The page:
in an object called `results`

and further investigate what this contains via `names()`

. As we can see there is a lot of useful information! Of particular use to us, we can see that it returns \(R^2\), RSS, adjusted-\(R^2\), \(C_p\) and BIC. We can easily extract these quantities; for instance below we see the \(R^2\) values for the 19 models.

```
= regsubsets(Salary~., data = Hitters, nvmax = 19)
best = summary(best)
results names(results)
```

`## [1] "which" "rsq" "rss" "adjr2" "cp" "bic" "outmat" "obj"`

`$rsq results`

```
## [1] 0.3214501 0.4252237 0.4514294 0.4754067 0.4908036 0.5087146 0.5141227 0.5285569 0.5346124 0.5404950 0.5426153
## [12] 0.5436302 0.5444570 0.5452164 0.5454692 0.5457656 0.5459518 0.5460945 0.5461159
```

Lets store these quantities as separate objects. We can also stack them together into one matrix as done below and see the values.

```
= results$rss
RSS = results$rsq
r2 = results$cp
Cp = results$bic
BIC = results$adjr2
Adj_r2
cbind(RSS, r2, Cp, BIC, Adj_r2)
```

```
## RSS r2 Cp BIC Adj_r2
## [1,] 36179679 0.3214501 104.281319 -90.84637 0.3188503
## [2,] 30646560 0.4252237 50.723090 -128.92622 0.4208024
## [3,] 29249297 0.4514294 38.693127 -135.62693 0.4450753
## [4,] 27970852 0.4754067 27.856220 -141.80892 0.4672734
## [5,] 27149899 0.4908036 21.613011 -144.07143 0.4808971
## [6,] 26194904 0.5087146 14.023870 -147.91690 0.4972001
## [7,] 25906548 0.5141227 13.128474 -145.25594 0.5007849
## [8,] 25136930 0.5285569 7.400719 -147.61525 0.5137083
## [9,] 24814051 0.5346124 6.158685 -145.44316 0.5180572
## [10,] 24500402 0.5404950 5.009317 -143.21651 0.5222606
## [11,] 24387345 0.5426153 5.874113 -138.86077 0.5225706
## [12,] 24333232 0.5436302 7.330766 -133.87283 0.5217245
## [13,] 24289148 0.5444570 8.888112 -128.77759 0.5206736
## [14,] 24248660 0.5452164 10.481576 -123.64420 0.5195431
## [15,] 24235177 0.5454692 12.346193 -118.21832 0.5178661
## [16,] 24219377 0.5457656 14.187546 -112.81768 0.5162219
## [17,] 24209447 0.5459518 16.087831 -107.35339 0.5144464
## [18,] 24201837 0.5460945 18.011425 -101.86391 0.5126097
## [19,] 24200700 0.5461159 20.000000 -96.30412 0.5106270
```

We know that RSS should steadily decrease and that \(R^2\) increase as we add predictors. Lets check that by plotting the values of RSS and \(R^2\). We would like to have the two plots next to each other, so will make use of the command `par(mfrow())`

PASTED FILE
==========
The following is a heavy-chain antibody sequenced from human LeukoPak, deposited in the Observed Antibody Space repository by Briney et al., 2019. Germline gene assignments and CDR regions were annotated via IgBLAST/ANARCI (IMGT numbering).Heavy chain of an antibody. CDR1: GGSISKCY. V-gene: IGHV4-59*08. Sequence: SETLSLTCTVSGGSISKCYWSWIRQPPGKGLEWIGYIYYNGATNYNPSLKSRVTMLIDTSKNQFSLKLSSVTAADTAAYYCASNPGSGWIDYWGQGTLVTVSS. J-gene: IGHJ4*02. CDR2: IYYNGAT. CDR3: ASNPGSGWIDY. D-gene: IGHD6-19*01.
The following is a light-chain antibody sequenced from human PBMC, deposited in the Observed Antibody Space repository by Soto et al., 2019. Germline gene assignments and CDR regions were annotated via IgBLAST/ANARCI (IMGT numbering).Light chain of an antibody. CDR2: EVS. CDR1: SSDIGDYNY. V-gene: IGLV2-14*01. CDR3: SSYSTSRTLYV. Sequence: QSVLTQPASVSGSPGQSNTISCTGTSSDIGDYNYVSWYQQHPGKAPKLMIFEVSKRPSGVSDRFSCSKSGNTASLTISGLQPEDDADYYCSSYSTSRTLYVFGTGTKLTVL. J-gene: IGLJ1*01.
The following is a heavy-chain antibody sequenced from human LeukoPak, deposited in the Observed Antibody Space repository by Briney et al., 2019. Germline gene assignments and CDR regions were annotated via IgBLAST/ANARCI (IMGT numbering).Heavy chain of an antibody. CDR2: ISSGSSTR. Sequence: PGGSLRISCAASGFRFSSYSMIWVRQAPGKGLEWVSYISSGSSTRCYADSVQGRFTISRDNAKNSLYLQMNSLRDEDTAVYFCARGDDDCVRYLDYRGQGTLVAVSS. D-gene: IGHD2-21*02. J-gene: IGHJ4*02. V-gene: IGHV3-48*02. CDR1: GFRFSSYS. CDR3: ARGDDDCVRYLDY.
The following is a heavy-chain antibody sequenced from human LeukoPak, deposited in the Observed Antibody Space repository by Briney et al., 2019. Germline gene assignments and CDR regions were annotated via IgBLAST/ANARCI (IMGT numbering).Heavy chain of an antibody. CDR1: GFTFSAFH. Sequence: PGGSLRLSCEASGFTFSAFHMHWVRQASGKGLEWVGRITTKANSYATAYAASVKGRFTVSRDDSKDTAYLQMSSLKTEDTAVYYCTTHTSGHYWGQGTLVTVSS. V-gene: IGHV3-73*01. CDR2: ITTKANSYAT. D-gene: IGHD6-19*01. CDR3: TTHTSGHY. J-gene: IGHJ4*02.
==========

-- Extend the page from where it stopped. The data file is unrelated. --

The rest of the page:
, with the `c(1, 2)`

indicating we require the plotting window to contain 1 row and 2 columns, before calling the command `plot()`

.

```
par(mfrow = c(1, 2))
plot(RSS, xlab = "Number of Predictors", ylab = "RSS",
type = "l", lwd = 2)
plot(r2, xlab = "Number of Predictors", ylab = "R-square",
type = "l", lwd = 2)
```

Results are as expected. Above the argument `type = 'l'`

is used for the lines to appear (otherwise by default R would simply plot the points) and the argument `lwd`

controls the thickness of the lines. Plots in R are very customizable (type `?par`

to see all available options).

Now let us find how many predictors are included in the optimal models under \(Cp\), BIC and adjusted-\(R^2\) and produce some plots illustrating this information.

`which.min(Cp)`

`## [1] 10`

`which.min(BIC)`

`## [1] 6`

`which.max(Adj_r2)`

`## [1] 11`

```
par(mfrow = c(1, 3))
plot(Cp, xlab = "Number of Predictors", ylab = "Cp",
type = 'l', lwd = 2)
points(10, Cp[10], col = "red", cex = 2, pch = 8, lwd = 2)
plot(BIC, xlab = "Number of Predictors", ylab = "BIC",
type = 'l', lwd = 2)
points(6, BIC[6], col = "red", cex = 2, pch = 8, lwd = 2)
plot(Adj_r2, xlab = "Number of Predictors", ylab = "Adjusted RSq",
type = "l", lwd = 2)
points(11, Adj_r2[11], col = "red", cex = 2, pch = 8, lwd = 2)
```

\(Cp\) and adjusted-\(R^2\) select 10 and 11 predictors respectively, while the optimal BIC model has only 6 predictors. In the code above we use the command `points()`

to highlight the optimal model; the first two arguments of this command correspond to x-axis and y-axis co-ordinates. So, for example, we know that the optimal \(C_p\) model is the one with 10 predictors; therefore the first argument is set to `10`

and the second argument is set to `Cp[10]`

(i.e., \(C_p\) at its minimum).

The `regsubsets()`

in-built function for plotting the results is very convenient when the output from `summary()`

is difficult to read due to there being many possible predictors. Below we see the visualisation for the BIC models. *Remark:* Because previously we used `par(mfrow(1,3))`

we have to either close the plotting panel by typing `dev.off()`